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Sudbury’s economy to get ‘massive’ boost from electric vehicles

Delegates from government, the mining industry, mining supply, auto industry and battery development companies converge on the Nickel City for BEV In Depth, a major conference on the future of battery electric vehicles

Greater Sudbury’s first ever municipal conference to explore the commercial viability of the battery electric vehicle (BEV) industry was told Wednesday that massive economic opportunities will exist in Sudbury and Northern Ontario because of it.

The conference — BEV In Depth — is being held at Science North, hosted by Greater Sudbury Economic Development with delegates from government, the mining industry, mining supply industry, the auto industry and the battery development companies.

As the demand grows for more battery electric vehicles, so does the demand for new automotive and industrial batteries large enough and efficient enough to provide sustainable power to cars, trucks and mining vehicles in Canada.

Sudbury is setting out to stake its claim in the game since modern batteries require significant amounts of premium-grade nickel, cobalt, copper and lithium — critical minerals that are all produced in Northern Ontario.

That was pointed out by Toronto Danforth MP Julie Dabrusin, who is also the parliamentary secretary to the federal Minister of the Environment and Climate Change and to the federal Minister of Natural Resources. She was a key speaker as the conference opened Wednesday night. 

“And now, as the world shifts to low carbon transportation models, the future has never looked better for those who mined and processed the riches buried in Sudbury Basin and other Greenstone belts in this region,” Dabrusin said.

“So make no mistake, the energy transition will be very mineral intensive, bringing massive economic opportunities,” Dabrusin told the conference.

She said that as an MP from downtown Toronto, she gets many calls from constituents concerned about climate change and what can be done about it.

Dabrusin said owning and driving an electric vehicle is now something most Canadians are planning for.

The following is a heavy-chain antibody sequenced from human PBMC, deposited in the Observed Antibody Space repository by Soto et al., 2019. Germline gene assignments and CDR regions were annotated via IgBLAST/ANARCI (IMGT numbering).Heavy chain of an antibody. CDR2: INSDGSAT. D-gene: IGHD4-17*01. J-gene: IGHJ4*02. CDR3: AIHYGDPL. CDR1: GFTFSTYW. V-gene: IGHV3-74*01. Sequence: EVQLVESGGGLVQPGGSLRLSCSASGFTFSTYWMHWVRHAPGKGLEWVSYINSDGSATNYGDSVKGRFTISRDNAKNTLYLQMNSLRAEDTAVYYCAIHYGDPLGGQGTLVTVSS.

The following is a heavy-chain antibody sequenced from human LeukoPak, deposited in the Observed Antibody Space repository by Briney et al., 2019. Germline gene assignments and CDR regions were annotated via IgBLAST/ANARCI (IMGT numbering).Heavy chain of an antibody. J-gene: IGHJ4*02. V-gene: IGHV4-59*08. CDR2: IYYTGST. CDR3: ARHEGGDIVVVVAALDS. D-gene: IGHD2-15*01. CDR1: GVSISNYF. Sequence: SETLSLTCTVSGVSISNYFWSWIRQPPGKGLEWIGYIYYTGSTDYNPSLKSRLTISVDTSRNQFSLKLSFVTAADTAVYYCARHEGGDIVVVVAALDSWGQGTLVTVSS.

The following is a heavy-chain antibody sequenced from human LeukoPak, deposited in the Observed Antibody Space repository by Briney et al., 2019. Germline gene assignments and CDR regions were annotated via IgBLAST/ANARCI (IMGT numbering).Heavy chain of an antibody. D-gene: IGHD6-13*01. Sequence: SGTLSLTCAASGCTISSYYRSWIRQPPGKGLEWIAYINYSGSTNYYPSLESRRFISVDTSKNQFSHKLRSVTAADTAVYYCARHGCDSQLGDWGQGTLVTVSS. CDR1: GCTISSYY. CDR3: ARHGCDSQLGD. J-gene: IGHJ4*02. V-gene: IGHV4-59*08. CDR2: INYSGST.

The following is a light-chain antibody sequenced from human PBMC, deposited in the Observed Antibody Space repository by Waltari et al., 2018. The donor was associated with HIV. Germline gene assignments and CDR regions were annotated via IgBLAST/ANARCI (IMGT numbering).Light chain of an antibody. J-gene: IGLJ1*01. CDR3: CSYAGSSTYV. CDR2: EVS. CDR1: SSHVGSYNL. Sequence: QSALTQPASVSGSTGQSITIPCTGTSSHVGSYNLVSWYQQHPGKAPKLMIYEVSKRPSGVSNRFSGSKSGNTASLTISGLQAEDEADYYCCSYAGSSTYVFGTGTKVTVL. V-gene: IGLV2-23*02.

“You may not be driving an electric vehicle yet,” Dabrusin said. “But I'm guessing that sooner or later you will, and our children and our grandchildren will.”

She added that the International Energy Agency is forecasting there will be a demand for 43 million electric vehicles by 2030, just eight years from now, up from the two million units that were in demand in 2018.

“Even the most conservative estimates predict a multi-trillion-dollar global market economy that Canada cannot afford to ignore. That's why this government initiated the Mines to Mobility initiative, Canada's plan for a battery ecosystem to build up each segment of Canada's battery supply chain from mining and processing raw materials to assembling road ready electric vehicles,” Dabrusin said.

As she wrapped up her remarks, Dabrusin reminded the group that as a resident of Toronto she relies a lot on using her own bicycle to get around the city. She told the audience that even in a time of climate change and finding better transportation solutions, it was reassuring to know that even bicycles are made up of the many materials produced by the Canadian mining industry.

The conference continues throughout Thursday. The event includes a public display of battery electric mining vehicles and battery electric automobiles at the front courtyard of Science North.